Insight, in Sight

Robert H. Wiltrout, Ph.D.
Robert H. Wiltrout, Ph.D.
Lee Helman, M.D., Scientific Director for Clinical Research, Center for Cancer Research
Lee Helman, M.D.

Basic, translational, and clinical research, the core activities of the Center for Cancer Research (CCR), together form the backbone of an integrated enterprise aimed at making cancer preventable, curable, or chronically manageable. Achieving this goal requires that we address the complexities of tumor biology at every level: in scale (genes, proteins, cells, systems, populations), activity (expression, translation, function, interaction), structure (cancer cell, stroma, vasculature), and biological models (cell cultures, rodents, primates, people).

Every patient we see or each tumor we investigate raises critical questions:

  • Which tumors will progress?
  • How can we identify targets and develop therapies to interfere with or prevent progression?
  • Is a treatment hitting the right target?
  • Are we giving it to the right patients?
  • Is there a mutation, pathway, or physiological state that impedes its effects?
  • What approaches should be combined?

Molecular oncology—combining noninvasive imaging techniques (e.g., PET, MRI, EPRI) with '–omic"– based molecular profiling, biomarker discovery, and chemical biology—lets us peer into the deepest biological characteristics of cancer, providing the data and insight needed to inform strategies for therapeutic development. Such research is facilitated and enriched through innovative and productive partnerships, ones that leverage the contributions of each of these fields of expertise and apply both clinical observation and laboratory insight to define and refine new therapeutic techniques and approaches.

CCR is a translational research center where researchers and clinicians can routinely gather comprehensive molecular and imaging data on the tumor of every individual who participates in one of our clinical protocols. By integrating the work of CCR's experts across multiple fields, we can take these data and find novel solutions to seemingly intractable problems, such as discovering markers for:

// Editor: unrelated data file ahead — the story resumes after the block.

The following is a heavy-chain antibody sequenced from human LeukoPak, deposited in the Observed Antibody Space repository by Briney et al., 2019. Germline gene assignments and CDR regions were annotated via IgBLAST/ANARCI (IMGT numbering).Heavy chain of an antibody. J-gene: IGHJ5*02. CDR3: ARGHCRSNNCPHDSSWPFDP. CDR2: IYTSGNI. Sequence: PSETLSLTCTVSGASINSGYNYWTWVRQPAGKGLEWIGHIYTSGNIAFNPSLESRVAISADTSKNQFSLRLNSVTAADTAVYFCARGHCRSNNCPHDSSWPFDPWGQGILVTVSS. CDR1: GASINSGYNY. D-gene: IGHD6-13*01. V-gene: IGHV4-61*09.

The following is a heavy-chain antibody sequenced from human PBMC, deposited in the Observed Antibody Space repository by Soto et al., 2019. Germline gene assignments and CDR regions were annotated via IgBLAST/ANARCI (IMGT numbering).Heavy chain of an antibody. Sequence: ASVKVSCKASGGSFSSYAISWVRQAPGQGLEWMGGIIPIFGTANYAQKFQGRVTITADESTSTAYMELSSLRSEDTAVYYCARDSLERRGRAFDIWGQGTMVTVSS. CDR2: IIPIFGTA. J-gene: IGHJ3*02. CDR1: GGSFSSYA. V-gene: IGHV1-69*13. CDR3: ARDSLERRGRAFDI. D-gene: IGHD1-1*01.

• Diagnosis (What tumor does this patient have?)
  • Prognosis (How will they fare?)
  • Therapeutic efficacy and safety (Will they respond to drug X? Will they experience off-target effects? Would they respond to a combination of treatments?)
  • Resistance or recurrence (Will the tumor compensate? What other molecular opportunities exist?)
  • Biological comparison (Do our laboratory and preclinical models accurately reflect human biology? Are there biological alterations in our models that we have not yet discovered in nature and vice versa?)

The systematic integration of these data with our existing biological knowledge and understanding of how tumors behave clinically reveals to us the interplay of complexities. Such observations and patterns help us at CCR, and help our international collaborators design better clinical trials, develop better techniques and approaches to drug discovery and development, advance the linkage of targeted therapies and targeted diagnostics, abandon treatments destined to fail more quickly, and—ultimately—accelerate the success of those treatments that will succeed.

Robert H. Wiltrout, Ph.D.
Director, Center for Cancer Research

Lee Helman, M.D.
Scientific Director for Clinical Research,
Center for Cancer Research